A homeowner in Waukesha for 20 years, Steve is president of the Waukesha Dog Parks Organization and enjoys motorcycling, fishing and staying on top of politics.
I like to visit the Mequon/Thiensville website and read Warren Stumpe's blog from time to time. He has a good deal and variety of life's experience under his belt and it makes for thought provoking opinions. I suggest you check him out too.
His most recent blog is an observation that the more removed the representative is from the constituents, the more freely the representative spends the tax dollars. Washington DC is a long way from Wisconsin. Our representatives generally are pretty steady people, partisanship aside. So it makes sense that the goofy ones are furthest from Washington. Harry Reid is from Nevada and Nancy Pelosi is from San Fransisco. President Obama is from Hawaii. Hmm. Yeah, I know Alaska is really far away but Sarah isn't in a Federal office, yet.
The point of Warren's blog was that Alderman, being just a few blocks away from their constituents, are usually pretty Scotch with the peoples money. County representatives, a little looser. State reps and senators now jump in a car and drive some distance from their people and the Governor, unlike the Mayor, lives in an unapproachable mansion.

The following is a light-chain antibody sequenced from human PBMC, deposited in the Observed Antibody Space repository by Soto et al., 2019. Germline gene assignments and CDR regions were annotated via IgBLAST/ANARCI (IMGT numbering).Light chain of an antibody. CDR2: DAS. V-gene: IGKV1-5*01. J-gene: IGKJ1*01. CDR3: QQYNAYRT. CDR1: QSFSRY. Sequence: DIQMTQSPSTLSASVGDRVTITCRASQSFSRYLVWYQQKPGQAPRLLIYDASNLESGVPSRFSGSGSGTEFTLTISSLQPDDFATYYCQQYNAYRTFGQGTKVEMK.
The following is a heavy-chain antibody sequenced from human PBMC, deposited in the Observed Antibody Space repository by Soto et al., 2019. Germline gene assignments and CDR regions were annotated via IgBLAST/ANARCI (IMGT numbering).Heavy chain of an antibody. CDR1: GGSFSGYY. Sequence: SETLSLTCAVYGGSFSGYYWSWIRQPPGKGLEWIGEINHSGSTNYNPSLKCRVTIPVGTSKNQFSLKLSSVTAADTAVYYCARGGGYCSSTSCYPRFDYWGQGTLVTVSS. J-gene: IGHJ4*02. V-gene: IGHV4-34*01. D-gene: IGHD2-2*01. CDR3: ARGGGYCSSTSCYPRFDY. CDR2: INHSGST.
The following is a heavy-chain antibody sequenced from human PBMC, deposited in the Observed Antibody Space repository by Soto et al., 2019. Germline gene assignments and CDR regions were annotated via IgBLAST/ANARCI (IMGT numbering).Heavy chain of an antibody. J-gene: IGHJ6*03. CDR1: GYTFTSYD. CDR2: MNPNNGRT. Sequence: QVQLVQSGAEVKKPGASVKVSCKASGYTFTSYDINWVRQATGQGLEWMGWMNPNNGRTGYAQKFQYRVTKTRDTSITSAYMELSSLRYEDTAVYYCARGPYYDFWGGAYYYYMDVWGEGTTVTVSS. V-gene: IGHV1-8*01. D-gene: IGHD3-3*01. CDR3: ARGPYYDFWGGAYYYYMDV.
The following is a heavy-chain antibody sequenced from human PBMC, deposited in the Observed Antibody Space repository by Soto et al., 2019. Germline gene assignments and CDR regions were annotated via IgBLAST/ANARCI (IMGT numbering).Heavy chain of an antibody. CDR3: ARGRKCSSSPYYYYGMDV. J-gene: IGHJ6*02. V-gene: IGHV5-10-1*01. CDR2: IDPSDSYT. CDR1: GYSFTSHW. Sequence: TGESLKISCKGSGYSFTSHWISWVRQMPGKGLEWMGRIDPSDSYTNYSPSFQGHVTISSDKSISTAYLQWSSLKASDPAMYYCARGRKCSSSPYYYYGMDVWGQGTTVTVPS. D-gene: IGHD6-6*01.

Alderman, when they meet on Tuesday nights, often have several neighbors sitting behind them. That's good, it helps keep them focused and honest. Senators and Congressmen might as well be meeting on the moon. Few constituents can mess up the day and phone calls, emails and letters are filtered by aids. This helps to keep things on the personal agenda until election time. Provided enough pork or earmarks are sending stuff home, they are generally safe for reelection. If not, they will get dumped sooner or later like the good people of South Dakota did to Tom Daschel and his 1971 Pontiac.
In Abe Lincoln's time, there was no choice but for a congressman or senator to pack up several suitcases and settle down in the Columbia area for the next four or six years. But is that necessary today? I will be flying across the country for business meetings shortly. I do that every year. However, the length of them and the frequency of them have been greatly reduced by use of the Internet. When I attend a conference, mostly I watch a bunch of PowerPoints and listen to speeches and discussions. This is greatly suited for the various "WebEx" Internet meetings.
I can't help but wonder if this mess of a stimulus bill would have been better thought out had each senator and congressman been sitting on an auditorium stage with the meetings being projected via a WebEx, while hundreds of constituents sat in the audience?